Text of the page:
Something to shoot for; troubled youth given military perspective

  • Published
  • By Staff Sgt. Phil Fountain
  • 149th Fighter Wing Public Affairs
Members of the U.S. armed forces assigned to Lackland Air Force Base, Texas, paid a visit to the Hector Garza Residential Treatment Center to visit with troubled teenagers that are in the state's custody, Aug. 12. The service-members gained an understanding of the youth's experiences, as well as shared their own stories and insight to inspire them to become productive citizens.
Maj. Corey Hermesch, an F-16 instructor pilot with the Texas Air National Guard's 149th Fighter Wing, joined Chief Petty Officer Nikki Craig, a U.S. Navy independent duty corpsman (IDC) with Naval Technical Training Center (NTTC) Lackland, and U.S. Air Force Master Sergeant Jeremiah Ross and Senior Airman Norberto Chavez, both intelligence analysts assigned to the 624th Operations Center.
On a 12-acre campus, Abraxas Youth and Family Services operate the residential treatment center in coordination with the Texas Department of Family and Protective Services, the Texas Youth Commission, and county juvenile probation departments.
The children living on the premises are between 10 and 17 years old, and have "serious behavioral and psychological impairments," according to the facility's client profile. Each resident participates in various therapy programs and also attend an on-site middle or high school with the potential for them to earn their high school diploma or equivalent.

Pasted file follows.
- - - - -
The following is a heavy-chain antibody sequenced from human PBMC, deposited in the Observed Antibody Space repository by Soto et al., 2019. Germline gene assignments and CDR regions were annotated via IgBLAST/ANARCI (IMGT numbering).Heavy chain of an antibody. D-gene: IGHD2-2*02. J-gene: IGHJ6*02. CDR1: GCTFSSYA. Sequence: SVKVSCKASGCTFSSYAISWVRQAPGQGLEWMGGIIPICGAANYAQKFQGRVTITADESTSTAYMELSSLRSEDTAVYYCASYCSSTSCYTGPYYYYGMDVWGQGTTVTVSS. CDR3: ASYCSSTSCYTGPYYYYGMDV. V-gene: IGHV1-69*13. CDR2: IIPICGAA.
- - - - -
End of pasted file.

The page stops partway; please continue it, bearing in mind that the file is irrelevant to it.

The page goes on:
Emphasizing the importance of such visits as this, Chief Craig noted, "They need to know they can have a positive impact on society," and that they "have an opportunity to change their lives and give something back to the country."
Today's visit was the culmination of the student's participation in a 10-week program focused on preventing alcohol and drug abuse. In addition to sharing stories, the students showed the military members a mural they created depicting the negative effects of becoming involved with illegal narcotics.
"It's about reaching out to those kids now as a positive role model," said Chief Craig. As an independent duty corpsman, Chief Craig provides direct care to patients and has been trained to recognize the physical and psychological toll drugs take on people. "Even if we only reach one or two, it's a win-win situation. It's the military giving back to the youth."
Mr. John Silva, a quality and compliance inspector at the treatment facility discussed the benefits of the military visit on the residents. These types of constructive interactions "expose them to a lot of things, and lets them know there are options they've never thought of or thought they had access to," said Silva.
It is "a unique experience to visit with these kids because of their background," said Major Hermesch. "I hope we gave them something to shoot for."